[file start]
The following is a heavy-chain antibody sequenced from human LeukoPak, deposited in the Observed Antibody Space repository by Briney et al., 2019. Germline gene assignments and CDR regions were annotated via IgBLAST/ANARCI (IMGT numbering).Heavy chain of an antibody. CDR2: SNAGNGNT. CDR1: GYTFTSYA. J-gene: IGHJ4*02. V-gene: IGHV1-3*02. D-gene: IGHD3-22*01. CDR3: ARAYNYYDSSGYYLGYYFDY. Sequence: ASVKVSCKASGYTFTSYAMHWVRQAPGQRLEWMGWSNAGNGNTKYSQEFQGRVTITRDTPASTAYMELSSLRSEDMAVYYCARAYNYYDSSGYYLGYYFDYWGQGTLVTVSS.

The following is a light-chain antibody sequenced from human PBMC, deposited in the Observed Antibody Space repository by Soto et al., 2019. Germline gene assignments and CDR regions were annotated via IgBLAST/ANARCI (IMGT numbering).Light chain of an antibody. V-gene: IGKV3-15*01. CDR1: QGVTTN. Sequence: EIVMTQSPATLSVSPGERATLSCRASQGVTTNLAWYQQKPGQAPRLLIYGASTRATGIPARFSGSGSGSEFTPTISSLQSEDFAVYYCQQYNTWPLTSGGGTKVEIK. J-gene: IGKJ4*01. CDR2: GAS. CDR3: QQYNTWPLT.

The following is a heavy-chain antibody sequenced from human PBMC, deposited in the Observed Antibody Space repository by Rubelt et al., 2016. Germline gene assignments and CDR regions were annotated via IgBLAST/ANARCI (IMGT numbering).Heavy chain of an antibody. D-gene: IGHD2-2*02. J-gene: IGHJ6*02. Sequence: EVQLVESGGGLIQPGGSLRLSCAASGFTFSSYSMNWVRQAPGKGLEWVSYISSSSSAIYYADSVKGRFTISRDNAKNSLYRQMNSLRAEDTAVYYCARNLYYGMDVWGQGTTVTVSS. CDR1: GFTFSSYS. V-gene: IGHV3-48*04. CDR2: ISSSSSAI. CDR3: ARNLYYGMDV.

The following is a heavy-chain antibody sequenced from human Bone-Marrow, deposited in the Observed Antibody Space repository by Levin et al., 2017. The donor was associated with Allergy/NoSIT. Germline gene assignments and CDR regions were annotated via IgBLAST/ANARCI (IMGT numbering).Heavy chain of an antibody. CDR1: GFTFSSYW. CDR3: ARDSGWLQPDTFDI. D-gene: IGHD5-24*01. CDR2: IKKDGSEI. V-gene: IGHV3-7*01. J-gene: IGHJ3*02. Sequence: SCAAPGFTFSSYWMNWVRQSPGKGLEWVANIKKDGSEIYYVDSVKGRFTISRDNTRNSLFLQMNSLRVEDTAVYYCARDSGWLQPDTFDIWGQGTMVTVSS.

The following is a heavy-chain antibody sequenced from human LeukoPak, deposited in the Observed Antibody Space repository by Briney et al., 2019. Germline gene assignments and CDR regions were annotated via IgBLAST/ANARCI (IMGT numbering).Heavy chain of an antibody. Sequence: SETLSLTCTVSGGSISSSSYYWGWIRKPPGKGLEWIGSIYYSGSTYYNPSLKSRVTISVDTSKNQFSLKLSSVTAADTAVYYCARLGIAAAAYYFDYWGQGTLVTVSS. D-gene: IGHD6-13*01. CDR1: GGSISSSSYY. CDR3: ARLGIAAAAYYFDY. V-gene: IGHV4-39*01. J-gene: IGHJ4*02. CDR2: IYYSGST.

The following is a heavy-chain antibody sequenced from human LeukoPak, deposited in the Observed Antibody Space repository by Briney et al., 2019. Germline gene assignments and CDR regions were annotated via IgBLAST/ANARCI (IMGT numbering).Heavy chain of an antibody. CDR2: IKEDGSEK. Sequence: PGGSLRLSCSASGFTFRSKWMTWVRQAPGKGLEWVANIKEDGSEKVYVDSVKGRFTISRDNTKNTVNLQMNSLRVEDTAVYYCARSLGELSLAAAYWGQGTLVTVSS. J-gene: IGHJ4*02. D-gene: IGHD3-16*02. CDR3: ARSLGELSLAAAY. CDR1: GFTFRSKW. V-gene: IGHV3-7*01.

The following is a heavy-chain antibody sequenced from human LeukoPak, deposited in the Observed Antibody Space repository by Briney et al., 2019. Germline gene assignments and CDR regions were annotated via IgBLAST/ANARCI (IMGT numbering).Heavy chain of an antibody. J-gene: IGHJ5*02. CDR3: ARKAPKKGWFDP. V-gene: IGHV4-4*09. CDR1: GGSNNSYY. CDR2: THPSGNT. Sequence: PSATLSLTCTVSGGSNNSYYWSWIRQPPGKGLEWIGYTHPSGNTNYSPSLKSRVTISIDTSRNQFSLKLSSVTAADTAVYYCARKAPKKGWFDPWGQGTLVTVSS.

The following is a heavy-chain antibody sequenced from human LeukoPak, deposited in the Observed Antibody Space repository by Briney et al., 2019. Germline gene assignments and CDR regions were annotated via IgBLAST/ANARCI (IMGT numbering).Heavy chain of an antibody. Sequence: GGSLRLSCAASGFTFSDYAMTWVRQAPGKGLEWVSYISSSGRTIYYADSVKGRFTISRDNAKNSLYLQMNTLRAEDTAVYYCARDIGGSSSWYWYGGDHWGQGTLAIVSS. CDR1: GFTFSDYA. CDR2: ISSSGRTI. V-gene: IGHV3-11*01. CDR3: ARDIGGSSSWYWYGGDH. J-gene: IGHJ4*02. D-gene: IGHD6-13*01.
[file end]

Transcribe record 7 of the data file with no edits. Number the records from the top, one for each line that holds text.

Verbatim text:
The following is a heavy-chain antibody sequenced from human LeukoPak, deposited in the Observed Antibody Space repository by Briney et al., 2019. Germline gene assignments and CDR regions were annotated via IgBLAST/ANARCI (IMGT numbering).Heavy chain of an antibody. J-gene: IGHJ5*02. CDR3: ARKAPKKGWFDP. V-gene: IGHV4-4*09. CDR1: GGSNNSYY. CDR2: THPSGNT. Sequence: PSATLSLTCTVSGGSNNSYYWSWIRQPPGKGLEWIGYTHPSGNTNYSPSLKSRVTISIDTSRNQFSLKLSSVTAADTAVYYCARKAPKKGWFDPWGQGTLVTVSS.